Quaderni d'arte italiana N. 07 #strada

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“Quaderni d’arte italiana” art magazine


Quaderni d’arte italiana is a quarterly journal, created by the Rome Quadriennale foundation, which is aimed at providing a space for exploring 21st-century Italian art and how it is linked to the various national and international cultural, social and political scenes. The editor-in-chief of the magazine is Gian Maria Tosatti. The editorial board consists of: Nicolas Ballario, Francesca Guerisoli, Nicolas Martino, Attilio Scarpellini and Andrea Viliani. This reflection involves not only the curators who contribute to the many activities of the Quadriennale, but also external authors.

The seventh issue of Quaderni d’arte italiana examines the premise, the pre-text and the context for an entire artistic generation, namely, the generation born between the early 1970s and the mid-1980s: the street. In reality, that of ‘street’ is a broad notion, often associated with the idea of a public space, which is a highly pressing issue against the background of what is known as ‘telecracy’ or ‘videocracy’ and that nowadays could certainly be referred to as ‘networkcracy’. But what is public space in a regime in which representation is continuous? From 1980 to 1994, in Italy, television created a new narrative as the country set out to rewrite its history, shaking off the horrors of its past and, by adopting an imaginative and light-hearted approach, opening up lines of credit that would need to be paid off over the years. In 1994, Italian television demanded and took control of the country through its owner, Silvio Berlusconi. It took nearly two decades to develop an alternative narrative to that of its political leader and media tycoon. This change was driven by the desire to rediscover the notion of public space, but there was also a certain degree of impatience regarding the concept of representation and the rediscovery of the street, a place that had been taboo since 1977. We can see all of this reflected very clearly in a number of artworks, in particular in the ten-year period from 2010 to 2020. In fact, in the 21st-century, streets opened up to artists who walked around them again and found that they were just as they had been left more than 20 years earlier. They were bare, brutal, wounded, and still filled with rubble from the bombing of the Bologna railway station: it was as if the last quarter of a century had not happened, but was instead like a waking dream, disguising the fact that severe stagnation had set in.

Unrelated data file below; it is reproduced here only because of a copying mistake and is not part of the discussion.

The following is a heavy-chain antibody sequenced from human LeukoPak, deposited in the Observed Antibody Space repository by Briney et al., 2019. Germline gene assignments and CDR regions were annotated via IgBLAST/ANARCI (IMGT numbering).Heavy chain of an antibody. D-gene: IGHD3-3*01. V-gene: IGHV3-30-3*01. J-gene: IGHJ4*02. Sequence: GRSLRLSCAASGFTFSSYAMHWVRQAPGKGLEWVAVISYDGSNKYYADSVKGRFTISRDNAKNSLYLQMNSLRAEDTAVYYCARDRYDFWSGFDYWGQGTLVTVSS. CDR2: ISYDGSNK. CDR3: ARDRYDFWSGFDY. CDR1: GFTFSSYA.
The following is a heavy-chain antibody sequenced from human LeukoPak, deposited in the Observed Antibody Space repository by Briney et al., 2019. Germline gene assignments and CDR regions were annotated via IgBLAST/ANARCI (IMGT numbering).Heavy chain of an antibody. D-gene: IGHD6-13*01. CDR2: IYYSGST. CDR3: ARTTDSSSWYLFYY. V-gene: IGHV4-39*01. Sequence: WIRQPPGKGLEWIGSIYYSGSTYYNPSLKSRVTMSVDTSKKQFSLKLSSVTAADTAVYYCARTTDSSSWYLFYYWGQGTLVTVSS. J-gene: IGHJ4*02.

Product details

Language: Italian/English
Binding: sewn binding
Format: 14.8×21 cm
Number of pages: 144

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